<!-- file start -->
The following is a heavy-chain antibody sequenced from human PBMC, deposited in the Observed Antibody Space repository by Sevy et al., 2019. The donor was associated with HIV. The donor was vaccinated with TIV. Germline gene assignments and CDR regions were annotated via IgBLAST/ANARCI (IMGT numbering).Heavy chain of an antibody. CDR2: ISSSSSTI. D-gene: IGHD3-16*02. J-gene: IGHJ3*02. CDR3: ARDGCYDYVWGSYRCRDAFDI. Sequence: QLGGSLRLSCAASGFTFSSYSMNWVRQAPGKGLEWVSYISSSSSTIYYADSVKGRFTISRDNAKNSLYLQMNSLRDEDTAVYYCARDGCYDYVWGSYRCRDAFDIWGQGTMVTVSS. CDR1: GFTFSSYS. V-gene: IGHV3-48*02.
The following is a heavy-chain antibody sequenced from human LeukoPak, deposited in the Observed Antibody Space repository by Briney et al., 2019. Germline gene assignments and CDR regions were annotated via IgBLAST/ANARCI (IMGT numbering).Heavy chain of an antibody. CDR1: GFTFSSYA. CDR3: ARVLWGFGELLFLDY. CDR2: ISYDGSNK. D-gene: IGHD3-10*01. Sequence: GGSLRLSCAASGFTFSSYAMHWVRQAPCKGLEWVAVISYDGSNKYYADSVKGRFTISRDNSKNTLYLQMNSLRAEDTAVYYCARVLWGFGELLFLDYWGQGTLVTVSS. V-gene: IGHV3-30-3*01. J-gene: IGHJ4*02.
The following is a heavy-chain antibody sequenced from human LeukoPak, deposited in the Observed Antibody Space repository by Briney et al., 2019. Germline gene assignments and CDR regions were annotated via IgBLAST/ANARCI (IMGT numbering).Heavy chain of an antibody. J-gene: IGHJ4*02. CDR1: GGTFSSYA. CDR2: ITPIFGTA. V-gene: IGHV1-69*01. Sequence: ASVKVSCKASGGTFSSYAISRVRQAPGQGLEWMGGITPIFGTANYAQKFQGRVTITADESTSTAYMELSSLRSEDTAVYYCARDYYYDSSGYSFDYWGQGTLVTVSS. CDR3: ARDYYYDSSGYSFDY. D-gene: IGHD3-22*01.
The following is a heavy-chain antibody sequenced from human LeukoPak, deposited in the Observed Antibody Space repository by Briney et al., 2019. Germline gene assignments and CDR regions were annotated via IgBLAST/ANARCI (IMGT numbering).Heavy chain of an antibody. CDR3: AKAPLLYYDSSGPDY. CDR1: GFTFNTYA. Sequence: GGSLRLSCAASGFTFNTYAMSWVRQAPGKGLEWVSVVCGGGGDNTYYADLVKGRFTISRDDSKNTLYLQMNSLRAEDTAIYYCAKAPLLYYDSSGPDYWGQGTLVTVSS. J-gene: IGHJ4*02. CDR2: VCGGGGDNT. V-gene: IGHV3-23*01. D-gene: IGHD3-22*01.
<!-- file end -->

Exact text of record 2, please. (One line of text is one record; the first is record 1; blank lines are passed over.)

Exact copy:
The following is a heavy-chain antibody sequenced from human LeukoPak, deposited in the Observed Antibody Space repository by Briney et al., 2019. Germline gene assignments and CDR regions were annotated via IgBLAST/ANARCI (IMGT numbering).Heavy chain of an antibody. CDR1: GFTFSSYA. CDR3: ARVLWGFGELLFLDY. CDR2: ISYDGSNK. D-gene: IGHD3-10*01. Sequence: GGSLRLSCAASGFTFSSYAMHWVRQAPCKGLEWVAVISYDGSNKYYADSVKGRFTISRDNSKNTLYLQMNSLRAEDTAVYYCARVLWGFGELLFLDYWGQGTLVTVSS. V-gene: IGHV3-30-3*01. J-gene: IGHJ4*02.